In response to the post on Merlin John's blog about Moodle's apparent ascendancy there has been quite a bit of discussion on the Naacetalk email list about VLEs/Learning Platforms in general and Moodle in particular. I was going to start a long reply but - I don't know why, whenever I read a long and detailed reply on a mailing list, my finger twitches and moves, unerringly, towards the Mark All As Read option for that folder. So here's an answer, along with some (in context) quotes from what people had said.
The main gist of the discussion was in areas such as:
- have some LAs enabled Moodle to work across all schools so schools can collaborate?
- (the assumption that) a lot of work needs to be done to get Moodle started;
- do we expect primary schools need to run Moodles on their own servers?
The last two in particular tend towards Myths 2 & 5 in the 10 Myths of Moodle - "Moodle needs a full time, php developer on your staff- or at least a lot of technical support to run it in house" and "You can’t just use Moodle out of the box – the basic Moodle install just isn’t that sophisticated".
There were some interesting quotations around Moodle, including:
- "[a school choosing between Kaleidos & Moodle] opted for Moodle - largely because of the very highly skilled network manager..."
- "Perhaps [the future VLE market leader - a simple out of the box solution that is affordable] will be Moodle but it’s unlikely to be Moodle in it’s present form where lots of work needs to be done to get started successfully."
- "[having a single learning platform in each area or LA] begs the question of a central planning strategy that seems to imply even the smallest primary school will have a VLP on its own servers"
Here's an executive summary of my thoughts in this area...
- schools shouldn't host their own services if they're that mission critical (maybe they're not that critical, yet...);
- collaboration works best when we remove as many potential hurdles as possible. Like it or not, single system does much of this removal;
- Moodle is more than flexible enough to work across primary, secondary and tertiary sectors;
- it also works "as is" and doesn't need tweaking before a school can start using it;
- the "work" involved in this from a school's angle isn't technical - it's organisational, to do with effective planning and associated with changing the culture of teaching & learning;
The reason for this post is to try and give an answer of what we're trying to do here in Buckinghamshire and how that is a response to some of the points above.
One first principle is that no school should have to rely on having its own technical expertise or capability before its online learning environment will work. A situation where this wasn't the case would, at a stroke, prevent many schools from having an online learning environment. It's the Local Authority's (LA's) responsibility to make sure that the VLE correctly configured, installed and available to the schools when they need it - we have an SLA with our suppliers which will provide recompense if this doesn't happen. The somewhat cliched idea of "only those schools with enough geeky staff to run a web server being those who can effectively use Moodle" is Simply Not True. Ask our primary schools. If it was a requirement for a school to have an "expert" to run things, then the school would become vulnerable (a) when that person left and (b) when the school went into the employment market to replace them - how many schools would be able to measure a candidate's capability in such a technical area?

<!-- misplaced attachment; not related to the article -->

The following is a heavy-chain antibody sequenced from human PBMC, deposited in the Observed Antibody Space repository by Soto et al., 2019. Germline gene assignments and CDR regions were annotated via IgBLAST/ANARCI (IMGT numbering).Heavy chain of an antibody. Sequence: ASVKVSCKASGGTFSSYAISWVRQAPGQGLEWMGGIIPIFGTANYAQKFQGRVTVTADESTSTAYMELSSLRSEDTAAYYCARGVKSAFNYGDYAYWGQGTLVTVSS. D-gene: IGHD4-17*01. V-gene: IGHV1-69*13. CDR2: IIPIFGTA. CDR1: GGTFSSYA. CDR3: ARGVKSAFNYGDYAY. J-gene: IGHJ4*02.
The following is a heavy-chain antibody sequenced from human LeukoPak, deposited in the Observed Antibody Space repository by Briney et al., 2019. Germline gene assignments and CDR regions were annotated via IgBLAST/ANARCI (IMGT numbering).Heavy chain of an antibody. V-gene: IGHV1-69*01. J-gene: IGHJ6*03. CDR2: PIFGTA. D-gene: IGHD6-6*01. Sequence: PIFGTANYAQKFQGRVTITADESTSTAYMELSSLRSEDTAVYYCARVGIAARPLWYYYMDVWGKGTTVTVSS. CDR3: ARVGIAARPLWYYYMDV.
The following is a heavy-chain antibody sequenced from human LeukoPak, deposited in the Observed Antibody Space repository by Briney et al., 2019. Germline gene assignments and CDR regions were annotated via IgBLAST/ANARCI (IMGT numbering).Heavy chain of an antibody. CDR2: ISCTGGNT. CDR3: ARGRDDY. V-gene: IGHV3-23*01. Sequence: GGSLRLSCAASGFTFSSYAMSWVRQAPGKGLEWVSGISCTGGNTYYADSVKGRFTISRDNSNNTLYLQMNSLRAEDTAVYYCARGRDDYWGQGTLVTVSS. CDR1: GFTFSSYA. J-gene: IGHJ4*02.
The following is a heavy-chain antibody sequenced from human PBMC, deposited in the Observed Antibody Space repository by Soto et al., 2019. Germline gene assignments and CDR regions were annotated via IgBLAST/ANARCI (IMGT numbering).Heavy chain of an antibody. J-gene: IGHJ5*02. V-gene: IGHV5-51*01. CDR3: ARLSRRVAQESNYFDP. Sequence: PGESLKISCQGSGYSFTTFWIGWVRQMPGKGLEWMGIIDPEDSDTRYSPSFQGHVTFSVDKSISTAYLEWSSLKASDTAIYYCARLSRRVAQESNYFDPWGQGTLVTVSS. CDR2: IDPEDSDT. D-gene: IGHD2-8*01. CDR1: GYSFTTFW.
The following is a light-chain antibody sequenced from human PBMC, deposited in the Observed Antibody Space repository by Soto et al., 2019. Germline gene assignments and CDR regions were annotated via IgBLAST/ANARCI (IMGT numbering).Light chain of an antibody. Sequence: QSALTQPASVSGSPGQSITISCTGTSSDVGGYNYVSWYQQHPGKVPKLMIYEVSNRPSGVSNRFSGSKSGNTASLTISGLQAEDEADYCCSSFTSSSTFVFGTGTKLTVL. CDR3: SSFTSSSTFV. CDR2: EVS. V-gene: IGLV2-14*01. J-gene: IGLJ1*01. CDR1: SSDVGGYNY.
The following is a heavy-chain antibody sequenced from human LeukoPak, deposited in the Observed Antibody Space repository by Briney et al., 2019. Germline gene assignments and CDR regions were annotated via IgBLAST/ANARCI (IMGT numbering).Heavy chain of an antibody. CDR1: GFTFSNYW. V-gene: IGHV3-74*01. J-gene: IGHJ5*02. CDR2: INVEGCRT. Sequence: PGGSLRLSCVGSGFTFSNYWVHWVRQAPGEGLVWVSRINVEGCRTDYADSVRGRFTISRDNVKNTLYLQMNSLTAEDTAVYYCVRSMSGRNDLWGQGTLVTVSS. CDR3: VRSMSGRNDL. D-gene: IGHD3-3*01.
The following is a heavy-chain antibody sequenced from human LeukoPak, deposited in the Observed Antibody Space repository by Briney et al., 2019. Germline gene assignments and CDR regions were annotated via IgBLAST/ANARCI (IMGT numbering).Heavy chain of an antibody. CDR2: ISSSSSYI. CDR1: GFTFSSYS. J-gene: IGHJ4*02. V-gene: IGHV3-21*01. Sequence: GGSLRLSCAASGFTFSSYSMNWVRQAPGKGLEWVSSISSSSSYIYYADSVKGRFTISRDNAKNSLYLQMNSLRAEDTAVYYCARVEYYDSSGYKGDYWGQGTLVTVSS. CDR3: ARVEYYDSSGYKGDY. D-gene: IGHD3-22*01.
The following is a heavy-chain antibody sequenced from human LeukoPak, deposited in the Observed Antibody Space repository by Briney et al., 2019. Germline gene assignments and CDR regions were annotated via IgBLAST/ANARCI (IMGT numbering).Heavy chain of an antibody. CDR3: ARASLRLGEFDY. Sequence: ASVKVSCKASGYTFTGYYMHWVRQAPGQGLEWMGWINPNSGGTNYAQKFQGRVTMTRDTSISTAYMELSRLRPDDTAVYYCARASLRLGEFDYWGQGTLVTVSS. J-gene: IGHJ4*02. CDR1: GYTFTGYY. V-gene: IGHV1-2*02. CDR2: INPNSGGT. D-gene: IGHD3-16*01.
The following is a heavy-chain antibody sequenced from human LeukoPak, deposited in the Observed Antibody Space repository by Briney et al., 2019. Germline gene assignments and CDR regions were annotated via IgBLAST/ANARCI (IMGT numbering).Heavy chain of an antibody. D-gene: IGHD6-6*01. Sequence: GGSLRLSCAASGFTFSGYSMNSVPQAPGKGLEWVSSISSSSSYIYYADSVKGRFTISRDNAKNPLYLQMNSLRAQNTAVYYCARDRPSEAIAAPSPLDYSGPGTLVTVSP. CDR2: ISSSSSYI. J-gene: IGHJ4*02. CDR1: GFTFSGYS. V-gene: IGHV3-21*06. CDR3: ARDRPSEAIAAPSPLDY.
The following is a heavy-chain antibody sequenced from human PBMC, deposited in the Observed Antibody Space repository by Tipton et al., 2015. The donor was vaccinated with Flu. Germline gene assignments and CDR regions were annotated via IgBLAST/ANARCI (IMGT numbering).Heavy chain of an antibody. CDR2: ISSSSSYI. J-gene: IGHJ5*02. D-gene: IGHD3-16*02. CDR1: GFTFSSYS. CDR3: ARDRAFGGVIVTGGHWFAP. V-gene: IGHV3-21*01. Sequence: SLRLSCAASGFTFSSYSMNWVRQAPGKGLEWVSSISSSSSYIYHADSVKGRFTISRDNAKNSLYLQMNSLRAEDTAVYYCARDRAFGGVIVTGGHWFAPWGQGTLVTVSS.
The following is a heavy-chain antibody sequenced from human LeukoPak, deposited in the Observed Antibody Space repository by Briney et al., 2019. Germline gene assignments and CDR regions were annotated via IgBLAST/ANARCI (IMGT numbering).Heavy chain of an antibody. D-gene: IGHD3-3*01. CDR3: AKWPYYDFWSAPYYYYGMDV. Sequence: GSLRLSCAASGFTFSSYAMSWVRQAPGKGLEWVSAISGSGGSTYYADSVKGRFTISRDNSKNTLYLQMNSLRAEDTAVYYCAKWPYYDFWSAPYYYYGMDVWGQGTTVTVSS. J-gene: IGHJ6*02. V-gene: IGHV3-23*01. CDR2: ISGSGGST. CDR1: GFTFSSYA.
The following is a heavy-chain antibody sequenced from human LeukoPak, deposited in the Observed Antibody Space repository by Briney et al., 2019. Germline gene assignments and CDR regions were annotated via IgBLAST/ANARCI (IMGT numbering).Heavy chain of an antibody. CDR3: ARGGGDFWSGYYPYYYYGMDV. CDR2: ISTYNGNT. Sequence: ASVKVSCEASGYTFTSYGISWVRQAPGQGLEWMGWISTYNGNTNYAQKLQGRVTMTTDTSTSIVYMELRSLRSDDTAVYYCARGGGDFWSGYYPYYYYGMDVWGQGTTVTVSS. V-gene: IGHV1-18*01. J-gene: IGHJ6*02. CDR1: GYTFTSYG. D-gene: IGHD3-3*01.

Another principle is that schools have as much control as we can give them over their virtual learning environment. This means that each school has at least one adminstrator (who has so much power they could in theory break the system) and (if they want) FTP access to the Moodle themes area to upload their own themes for their school if they're bothered. They can set things up as they want - course categories, courses, teachers, which modules they make available to staff and students, whatever.
Schools should be able to & expected to share what they've done & learned and learn from what others have done - hence having a uniform platform available to all schools means that resources prepared in (and shared by) one school can, with permission, be used by other schools or staff within the same school. This also means having a username system which allows collaboration and access to learning resources across the LA, including between schools and between the LA and schools.
Above all, schools should be able to focus on the implications of using a tool like a VLE & not on the tool itself. The tool will have implications for teaching, learning, the culture of the school, relationships with parents & carers, other schools, and pupils/students and an appreciation of this (often using lessons learned in other schools) is critical to effectively using a tool. In particular having a changed culture where working and sharing in new ways are to the fore is the most important change a school can make to ensure effective use of a VLE or Learning Platform. This also applies in a Local Authority - having a plan is critically important.
Interestingly, more and more the funding for this area looks as if it's going to be devolved to schools (hence encouraging a piecemeal approach across an area) while at the same time one of the expectations from Becta in its self-review tools for Local Authorities is that all schools are committed to the LA's view of the world as far as Learning Platforms go. Is there a slight disjoint here? By the way, you should probably read Martin Owen's The Learning Now Arriving at Platform... before you do anything else today.